Wearable weights initially became popular in the 1970s and ’80s, “when people didn’t really have access to resistance bands or kettlebells or all these other things,” says Erin Mahoney, a personal trainer in Scottsdale, Ariz., and the founder of EMAC Certifications, an online personal training certification company. “It made sense: Add more weight to your feet or hands, and it will make [your workout] harder. But now, there’s so many other ways that people can access fitness that they’re really not the best choices anymore.”
Among ACE’s other findings: Wrist weights can increase your heart rate by five to 10 beats per minute and your caloric expenditure by about 5 to 15 percent, compared with doing the same exercise without weights. Ankle weights can increase your heart rate by an average of three to five beats per minute, plus boost oxygen consumption by 5 to 10 percent.
“I understand the intent to try to increase the intensity of the workout,” Bryant says. “But I think people need to be careful, because depending upon how much weight it is, it can alter your mechanics such that it could place you at risk for potential injury.”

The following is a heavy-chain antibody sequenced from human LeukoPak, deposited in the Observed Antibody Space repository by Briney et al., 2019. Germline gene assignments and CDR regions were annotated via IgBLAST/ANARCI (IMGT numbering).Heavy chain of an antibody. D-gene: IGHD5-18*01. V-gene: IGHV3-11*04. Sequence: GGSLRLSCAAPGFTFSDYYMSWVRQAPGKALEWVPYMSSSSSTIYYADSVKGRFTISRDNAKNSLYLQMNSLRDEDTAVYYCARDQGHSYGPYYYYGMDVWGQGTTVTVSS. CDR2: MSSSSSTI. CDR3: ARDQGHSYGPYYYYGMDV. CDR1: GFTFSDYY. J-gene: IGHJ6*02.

Here’s a closer look at what to know about wrist and ankle weights — plus a potentially superior option: weighted vests.
If you stick with the ideal one to three pounds, wrist weights can be a great way to stabilize and strengthen your elbows, shoulders and core, says Karena Wu, a physical therapist and owner of ActiveCare Physical Therapy in New York City and India. They tend to work well for people who have trouble holding dumbbells or other weights in their hands, because they allow your arms to work against increased weight, no gripping necessary.
The best uses for wrist weights, Wu says, are:
- Isolated elbow strengthening (bending and straightening the elbow).
- Isolated shoulder motions in straight planes (forward, backward and out to the side).
- Multiple planar movements for the shoulder, either along diagonals or in circular motions.
Some people enjoy wearing wrist weights when they walk — and doing so will help burn more calories than you would expend by walking with ankle weights, Mahoney says. That’s because “the weight is higher up, forcing you to work harder against resistance.” However, she points out, your shoulders might fatigue quickly based on how heavy the weights are.
Wearing ankle weights when you’re walking or running isn’t overly helpful, Mahoney says, unless you have spatial or balance issues. In that case, “the weights help you stay anchored to the ground, decreasing the likelihood of a fall.”
Though they’re not ideal for aerobic activity, ankle weights can help make body-weight exercises more challenging and beneficial, says Jasmine Marcus, a physical therapist in New York. And compared with a lot of other exercise equipment, ankle weights are relatively inexpensive and easy to obtain. “I always ask patients if they have them, and I will recommend they buy some if they don’t,” she says.